3. 2012 BMW 650i xDrive Coupe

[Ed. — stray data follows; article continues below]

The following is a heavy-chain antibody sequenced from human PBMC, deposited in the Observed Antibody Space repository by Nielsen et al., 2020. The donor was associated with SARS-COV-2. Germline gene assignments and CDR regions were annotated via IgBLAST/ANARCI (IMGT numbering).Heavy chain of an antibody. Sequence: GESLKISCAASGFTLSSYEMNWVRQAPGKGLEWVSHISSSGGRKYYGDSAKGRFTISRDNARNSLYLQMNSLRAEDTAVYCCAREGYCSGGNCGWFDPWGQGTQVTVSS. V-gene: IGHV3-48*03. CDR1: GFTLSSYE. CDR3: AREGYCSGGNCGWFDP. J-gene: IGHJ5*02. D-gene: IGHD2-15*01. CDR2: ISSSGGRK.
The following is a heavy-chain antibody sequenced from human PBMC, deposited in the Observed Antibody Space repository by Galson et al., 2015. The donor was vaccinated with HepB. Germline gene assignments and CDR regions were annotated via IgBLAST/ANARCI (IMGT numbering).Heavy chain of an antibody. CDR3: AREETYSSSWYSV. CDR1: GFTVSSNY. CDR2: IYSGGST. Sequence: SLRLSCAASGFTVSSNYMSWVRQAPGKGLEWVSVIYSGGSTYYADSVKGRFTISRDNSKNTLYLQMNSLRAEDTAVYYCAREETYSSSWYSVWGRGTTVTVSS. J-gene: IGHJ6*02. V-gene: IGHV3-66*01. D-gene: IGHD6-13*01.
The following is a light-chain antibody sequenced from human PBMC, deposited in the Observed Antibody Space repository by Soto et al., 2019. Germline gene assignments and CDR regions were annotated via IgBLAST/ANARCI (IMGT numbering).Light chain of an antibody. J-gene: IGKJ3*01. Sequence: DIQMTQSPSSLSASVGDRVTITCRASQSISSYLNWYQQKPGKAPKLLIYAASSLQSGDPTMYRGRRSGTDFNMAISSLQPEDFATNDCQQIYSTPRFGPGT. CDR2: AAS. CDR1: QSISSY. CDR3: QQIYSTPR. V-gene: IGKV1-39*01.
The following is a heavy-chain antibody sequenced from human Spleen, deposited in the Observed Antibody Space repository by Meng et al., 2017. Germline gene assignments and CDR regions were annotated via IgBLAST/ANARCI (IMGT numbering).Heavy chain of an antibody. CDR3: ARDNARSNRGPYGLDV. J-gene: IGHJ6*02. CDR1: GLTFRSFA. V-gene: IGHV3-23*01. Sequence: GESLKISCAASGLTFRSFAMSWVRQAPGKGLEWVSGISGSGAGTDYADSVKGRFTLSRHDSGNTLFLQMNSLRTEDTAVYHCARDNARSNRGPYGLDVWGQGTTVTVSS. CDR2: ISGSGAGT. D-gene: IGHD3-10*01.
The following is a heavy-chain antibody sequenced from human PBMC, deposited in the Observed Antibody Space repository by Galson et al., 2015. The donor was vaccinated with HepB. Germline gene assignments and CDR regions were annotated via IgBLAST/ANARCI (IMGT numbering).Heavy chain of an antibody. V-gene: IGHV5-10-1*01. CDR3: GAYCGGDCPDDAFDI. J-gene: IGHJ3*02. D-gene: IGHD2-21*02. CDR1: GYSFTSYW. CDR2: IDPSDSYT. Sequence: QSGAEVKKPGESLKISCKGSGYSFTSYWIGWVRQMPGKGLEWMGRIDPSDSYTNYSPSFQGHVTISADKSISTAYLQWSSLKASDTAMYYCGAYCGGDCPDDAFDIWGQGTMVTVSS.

By Chris Doane January 22, 2013 Five minutes after the photo session with the 650i came to an end, my phone rang. It’s Mark, the guy who was driving the Bimmer while I snapped photos. “Chris, something is wrong with my car. It feels slow, I must be towing a big trailer.” There was no trailer. Mark had just stepped from a 400hp, twin-turbo BMW into a 2005 Ford Expedition XLT. All 5352 pounds of it. “I’ll never enjoy driving this again. I’m blaming you.” Oh, um…alright, then. Misbehavin’ Apart from permanently ruining a man’s truck, the 650i encourages you to behave in ways your fellow motorists might not fully appreciate. You’ll creep up behind that Rav4, with only the “halo” LED lights on, stalk it like prey, then drop two gears and hammer past it in even the shortest passing lane. But when you have this much thrust on tap, short passing lanes suddenly turn into “Oh, I can make that!” lanes. The main source for that urge to misbehave comes from BMW’s twin-turbo, 4.4L V8 engine, good for 400hp and 450 lb-ft of torque. While those 400 ponies are undoubtedly great, you also get all the available torque very early in the rev range (1750 rpm.) Simply put, the power delivery is immediate, fierce and will pin you against the seat when you mash the pedal on the right. In addition to the speed, hammering the accerator summons a gurgling, satanic symphony of power, emanating from the huge tailpipes. It’s a sound that is as addictive as it is bad for your fuel economy. Living in proximity of a long tunnel should be a prerequiste to own this car as tunnel blasting will become your newest, loudest, most favorite hobby. When it comes to handling, the 650i encourages you to bend the rules once again and take the corner posted 20mph at 45mph. It’s something this BMW is certainly capable of, as it offers large amounts of grip, very flat cornering and…almost no steering feel whatsoever. And that last bit can be a problem. As is the case with many new cars, the 650i has electric power steering. A nasty side effect can be little to no steering feel. It made for a pretty numb steering wheel in the new 5-series, and it’s done exactly the same thing to the 6-series. Wheeling the 6’er through the bends is a hard feeling to describe. “Strange” might be the most accurate word. With no steering feel, it’s difficult to tell when your cornering speed might get too fast, and your grip of the road will cease to be. You almost have to rely on listening to whether the tires are just “singing” through the corner, or screetching and about to let go. With less sensory input to react to, it’s tough to know whether you’ll make it through the corner gracefully, and power out of it, or if you’ll be sucking on the airbag after skidding off the road and into that sugar maple tree. But hey, either way, it’ll be exciting. Technology, anyone? Once you set butt inside the new 6-series, there’s an awful lot of technology waiting for you. Some of it is cool, some of it is mediocore, and some of it doesn’t really work. Any tech talk about a BMW car almost certainly involves the often controversial iDrive interface system. It’s a setup that’s been through several revisions, and the net result of that is…it still sucks. It certainly sucks less than the earlier versions, but iDrive still has tons of endless menus that aren’t real intuitive to navigate. The week before I drove the 650i, a friend of mine said I’d be totally wow’ed by the heads up display offered in this BMW. It projects your speed, along with several other bits of information, on the windshield near your normal line of sight. Since a BMW is not an F-22 Raptor stealth fighter, I was skeptical how useful this really was. After one day of using it, I was totally sold on the HUD. Sure, it will help you keep your eyes more on the road, but really, it’s just the cool factor that makes you want it. On the downside, the HUD can be very hard to see if you’re wearing polarized sunglasses. One of the latest automated technologies making its way into luxury cars are the automatic high beam lights that turn themselves on and off as other cars approach you. Much like the earlier days of rain-sensing wipers that never seemed to get wiper speed right, these auto brights just aren’t there yet. Sometimes they worked, sometimes they would turn themselves off when I was the only one on the road. Heaps of style Once you’re past all the technology, you might notice you’re sitting in one of the nicest, most luxurious interiors out there at the moment. While I’ll let the photos do most of the talking, there is leather, and contrast stitching, everywhere. The dash flowing into the center console is incredibly elegant and the seats adjust 20 different ways to mold to your body. It is a really, really nice place to be. Unless of course you’re in the back seat. Then it’s best not to have legs since there’s nowhere to put them. On the outside, the sleek elegant design continues with an incredibly attractive posterior, strong character lines highlighting the profile, and a front end that’s gone a bit wrong. While this new 6-series is certainly much more attractive than the rounded-off, last-generation model, the front fascia on this latest model feels a bit over-styled. There’s just too much going on, especially when you opt for the M-sport package. Sign here Should you buy one? Yes, buy it for the sound that comes out of the exhaust pipes alone. Nevermind the exquiste interior, good, but numb, handling and rev-happy, twin-turbo V8. It’s certainly no sports car, but it’s grand tourer worthy of your checkbook. The biggest reason not to buy one? The way this 650i xDrive was spec’ed, you could be in an M6 coupe for only five grand more. And if you’re spending 100 grand on a 6-series, well, what’s another five? 2012 BMW 650i xDrive Coupe - $86,000 -Cold Weather Package - $750 -Driver Assistance Package - $3,330 -M-Sport Package - $4,440 -20” wheels with performance tires - $1300 -Premium Sound Package - $1800 -Instrument Panel with Leather - $1500 -Ceramic Controls - $650 -BMW Apps - $250 -Destination - $875 TOTAL Price – $100,825 Album: 2012 BMW 650i xDrive Coupe 8 images 0 comments